Re: Many Worlds

From: Thomas Buckner (
Date: Thu Dec 16 2004 - 00:25:14 MST

--- David Clark <> wrote:

> Is there any more *proof* that multiple
> universes exist than there is
> *proof* there is a god? We understand so
> little of the universe that we
> obviously exist in, it seems a bit premature to
> believe in multi universes
> that conveniently have no way to be proved or
> disproved. To put forward a
> theory without proof is just fine so long as it
> is defined that way but to
> *believe* without any successful tests, sounds
> suspiciously like religious
> belief to me.
> I have not been to China but I believe China
> exists. The size of the
> conspiracy of false information that would have
> to exist if China did not
> exist could be possible but very unlikely. The
> same is not true for multi
> universes. The idea might be interesting to
> some physicists and science
> fiction writers but that doesn't mean there is
> actual evidence that multi
> universes exist. Getting the cover of
> Scientific America is no argument for
> or against any theory.
> David Clark

Well, here's a nutshell of what I really think is
going on:
Look at, say, a visual graph of the Mandelbrot
set, which you can zoom in on and find similar
but not identical detail at any arbitrary level,
so that the Mandelbrot set is a sort of
'information multiverse'. You could enlarge it so
much that you had a printout of a trillion
trillion square feet, and each square foot
encodes uniquely a certain amount of data, which
can be enlarged just as much again if you want.
If we analyze a single square foot, we may be
able to 'reverse-engineer' the much simpler
formula that gives rise to the whole set. It's
much simpler (Occam's razor) to conclude that
this simple formula has created the graph, and
that there are a trillion trillion other sections
making up the whole picture even if we have but

Our visible universe can be expressed as a
certain amount of information. In fact, our
existence at the most elemental levels (QM) is so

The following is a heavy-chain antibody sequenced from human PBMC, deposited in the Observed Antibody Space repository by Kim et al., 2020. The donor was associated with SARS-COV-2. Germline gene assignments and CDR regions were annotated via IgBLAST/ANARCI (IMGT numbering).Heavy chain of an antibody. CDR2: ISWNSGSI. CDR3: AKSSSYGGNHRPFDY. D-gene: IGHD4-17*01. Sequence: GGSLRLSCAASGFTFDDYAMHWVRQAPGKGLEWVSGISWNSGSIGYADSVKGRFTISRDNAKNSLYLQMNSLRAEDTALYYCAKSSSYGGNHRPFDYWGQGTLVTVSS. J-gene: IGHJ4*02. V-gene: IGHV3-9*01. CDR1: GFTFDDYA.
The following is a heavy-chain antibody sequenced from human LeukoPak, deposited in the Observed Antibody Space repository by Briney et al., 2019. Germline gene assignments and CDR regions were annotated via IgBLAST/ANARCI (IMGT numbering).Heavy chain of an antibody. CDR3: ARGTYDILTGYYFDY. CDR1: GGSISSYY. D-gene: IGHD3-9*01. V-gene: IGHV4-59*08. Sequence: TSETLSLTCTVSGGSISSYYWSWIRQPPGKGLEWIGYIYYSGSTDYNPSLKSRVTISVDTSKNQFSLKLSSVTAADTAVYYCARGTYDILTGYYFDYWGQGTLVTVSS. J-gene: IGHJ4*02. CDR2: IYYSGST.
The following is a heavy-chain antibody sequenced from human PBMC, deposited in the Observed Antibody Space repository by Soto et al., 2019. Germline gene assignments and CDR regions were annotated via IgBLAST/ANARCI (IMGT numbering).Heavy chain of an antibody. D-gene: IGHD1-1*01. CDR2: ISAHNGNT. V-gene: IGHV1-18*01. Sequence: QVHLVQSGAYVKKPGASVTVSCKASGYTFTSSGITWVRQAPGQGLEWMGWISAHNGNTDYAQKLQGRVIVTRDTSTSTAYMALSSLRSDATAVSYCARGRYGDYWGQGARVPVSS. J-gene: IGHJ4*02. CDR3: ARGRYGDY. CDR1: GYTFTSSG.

'information-like' rather than 'stuff-like' that
there is nothing silly about regarding it as part
of a larger set. Insisting that we live in the
'only universe' sounds to me like saying that
75698725623 is the only number, and the others
are useful but somehow artificial.

It is easy to get around this objection by
invoking the idea that a single
complexity-generating phenomenon underwrites all
realities: perhaps a sort of Mandelbrot set-like
fractal composed of a binary arrangement of two
possible states: exist, unexist. Because no
matter how far we delve into the physics toward
unified and comprehensive theories, the biggest
mystery is still that stubborn background. Why
does anything exist at all?

If we posit only one universe, we have to explain
many, many things about it, as well as the
stubborn background. It is oddly and delicately
balanced for us to exist, against enormous odds
if several 'cosmic constants' were of different
strengths. A complexity generator that creates
all logically possible universes explains our
being as an inevitable thing.

Another way to illustrate the MWI as a logical
solution is to look at a chessboard. Now suppose
that each possible arrangement of the pieces
codes for the physical state of a very, very
small universe. You might have just enough
information to completely describe a few
elementary particles. Any micro-universe
corresponding to one of the possible meetings of